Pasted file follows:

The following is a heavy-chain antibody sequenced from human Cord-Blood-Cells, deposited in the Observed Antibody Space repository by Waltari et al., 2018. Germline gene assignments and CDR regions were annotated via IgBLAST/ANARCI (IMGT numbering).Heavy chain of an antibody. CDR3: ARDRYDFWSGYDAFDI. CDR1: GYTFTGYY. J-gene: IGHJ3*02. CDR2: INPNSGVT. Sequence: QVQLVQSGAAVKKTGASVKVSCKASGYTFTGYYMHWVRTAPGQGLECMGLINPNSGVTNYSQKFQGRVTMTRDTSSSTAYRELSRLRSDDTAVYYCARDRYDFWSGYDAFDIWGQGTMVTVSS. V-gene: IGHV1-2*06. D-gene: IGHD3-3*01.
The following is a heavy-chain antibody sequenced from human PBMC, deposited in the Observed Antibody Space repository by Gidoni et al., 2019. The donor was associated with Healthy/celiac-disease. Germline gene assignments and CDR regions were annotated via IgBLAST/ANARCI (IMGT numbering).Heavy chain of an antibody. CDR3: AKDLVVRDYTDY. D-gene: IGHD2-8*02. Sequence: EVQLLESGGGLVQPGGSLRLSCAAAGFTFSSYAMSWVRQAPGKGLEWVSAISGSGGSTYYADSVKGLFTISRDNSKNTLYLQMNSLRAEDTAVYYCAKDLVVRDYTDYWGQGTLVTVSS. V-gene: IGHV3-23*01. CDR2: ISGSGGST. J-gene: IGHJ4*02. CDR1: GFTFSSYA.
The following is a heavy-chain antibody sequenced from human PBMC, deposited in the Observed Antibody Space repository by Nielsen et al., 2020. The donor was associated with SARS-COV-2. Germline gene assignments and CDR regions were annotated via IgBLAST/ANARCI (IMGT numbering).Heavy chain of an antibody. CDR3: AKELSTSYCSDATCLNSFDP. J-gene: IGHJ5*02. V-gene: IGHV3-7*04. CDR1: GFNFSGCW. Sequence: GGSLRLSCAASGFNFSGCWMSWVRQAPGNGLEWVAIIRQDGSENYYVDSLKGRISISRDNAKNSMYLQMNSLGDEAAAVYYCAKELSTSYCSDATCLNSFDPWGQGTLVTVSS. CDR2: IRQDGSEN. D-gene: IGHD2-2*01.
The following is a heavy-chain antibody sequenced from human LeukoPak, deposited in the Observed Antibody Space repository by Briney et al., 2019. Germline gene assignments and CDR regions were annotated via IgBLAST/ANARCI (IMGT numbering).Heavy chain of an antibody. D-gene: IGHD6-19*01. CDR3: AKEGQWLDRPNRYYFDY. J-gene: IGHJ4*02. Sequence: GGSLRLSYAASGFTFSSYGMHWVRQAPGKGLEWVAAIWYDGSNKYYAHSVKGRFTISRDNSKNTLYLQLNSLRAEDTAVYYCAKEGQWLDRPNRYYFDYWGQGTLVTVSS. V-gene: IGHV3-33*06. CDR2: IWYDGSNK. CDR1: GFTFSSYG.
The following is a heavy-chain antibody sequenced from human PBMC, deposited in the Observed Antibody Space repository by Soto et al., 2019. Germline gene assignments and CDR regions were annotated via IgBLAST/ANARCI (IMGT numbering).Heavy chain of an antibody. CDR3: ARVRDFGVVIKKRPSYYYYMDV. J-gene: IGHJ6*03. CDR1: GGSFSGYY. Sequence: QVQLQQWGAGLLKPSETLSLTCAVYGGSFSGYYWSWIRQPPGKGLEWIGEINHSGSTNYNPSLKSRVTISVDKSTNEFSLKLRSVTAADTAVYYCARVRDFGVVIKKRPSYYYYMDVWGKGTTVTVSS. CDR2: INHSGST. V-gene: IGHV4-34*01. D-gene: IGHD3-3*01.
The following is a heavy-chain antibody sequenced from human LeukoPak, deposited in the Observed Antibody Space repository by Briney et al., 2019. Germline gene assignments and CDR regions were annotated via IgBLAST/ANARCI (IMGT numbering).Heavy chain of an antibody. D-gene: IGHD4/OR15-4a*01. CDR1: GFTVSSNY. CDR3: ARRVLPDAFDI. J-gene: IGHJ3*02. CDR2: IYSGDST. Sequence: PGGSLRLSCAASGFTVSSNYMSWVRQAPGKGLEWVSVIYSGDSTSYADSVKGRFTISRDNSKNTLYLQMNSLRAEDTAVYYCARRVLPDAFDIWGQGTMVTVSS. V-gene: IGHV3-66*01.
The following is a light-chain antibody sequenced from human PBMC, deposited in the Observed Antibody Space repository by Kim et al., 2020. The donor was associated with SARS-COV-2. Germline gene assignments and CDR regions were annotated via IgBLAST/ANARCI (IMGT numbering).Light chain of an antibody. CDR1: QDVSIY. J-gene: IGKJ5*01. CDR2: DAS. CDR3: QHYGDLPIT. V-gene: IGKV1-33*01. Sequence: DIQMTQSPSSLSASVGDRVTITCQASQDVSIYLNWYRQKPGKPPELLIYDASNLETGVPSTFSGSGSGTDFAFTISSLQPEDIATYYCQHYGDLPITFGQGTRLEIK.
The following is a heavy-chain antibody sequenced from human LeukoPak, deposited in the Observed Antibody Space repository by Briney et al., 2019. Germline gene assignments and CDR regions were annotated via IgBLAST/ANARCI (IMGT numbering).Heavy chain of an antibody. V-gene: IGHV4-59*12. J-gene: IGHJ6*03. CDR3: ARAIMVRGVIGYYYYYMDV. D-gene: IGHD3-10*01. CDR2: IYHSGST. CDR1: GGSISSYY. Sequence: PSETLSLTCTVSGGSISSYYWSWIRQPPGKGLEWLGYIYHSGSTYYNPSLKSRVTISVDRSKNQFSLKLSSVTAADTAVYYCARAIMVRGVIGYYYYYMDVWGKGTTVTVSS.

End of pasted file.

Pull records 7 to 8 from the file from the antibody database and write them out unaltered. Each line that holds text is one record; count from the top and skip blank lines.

The following is a light-chain antibody sequenced from human PBMC, deposited in the Observed Antibody Space repository by Kim et al., 2020. The donor was associated with SARS-COV-2. Germline gene assignments and CDR regions were annotated via IgBLAST/ANARCI (IMGT numbering).Light chain of an antibody. CDR1: QDVSIY. J-gene: IGKJ5*01. CDR2: DAS. CDR3: QHYGDLPIT. V-gene: IGKV1-33*01. Sequence: DIQMTQSPSSLSASVGDRVTITCQASQDVSIYLNWYRQKPGKPPELLIYDASNLETGVPSTFSGSGSGTDFAFTISSLQPEDIATYYCQHYGDLPITFGQGTRLEIK.
The following is a heavy-chain antibody sequenced from human LeukoPak, deposited in the Observed Antibody Space repository by Briney et al., 2019. Germline gene assignments and CDR regions were annotated via IgBLAST/ANARCI (IMGT numbering).Heavy chain of an antibody. V-gene: IGHV4-59*12. J-gene: IGHJ6*03. CDR3: ARAIMVRGVIGYYYYYMDV. D-gene: IGHD3-10*01. CDR2: IYHSGST. CDR1: GGSISSYY. Sequence: PSETLSLTCTVSGGSISSYYWSWIRQPPGKGLEWLGYIYHSGSTYYNPSLKSRVTISVDRSKNQFSLKLSSVTAADTAVYYCARAIMVRGVIGYYYYYMDVWGKGTTVTVSS.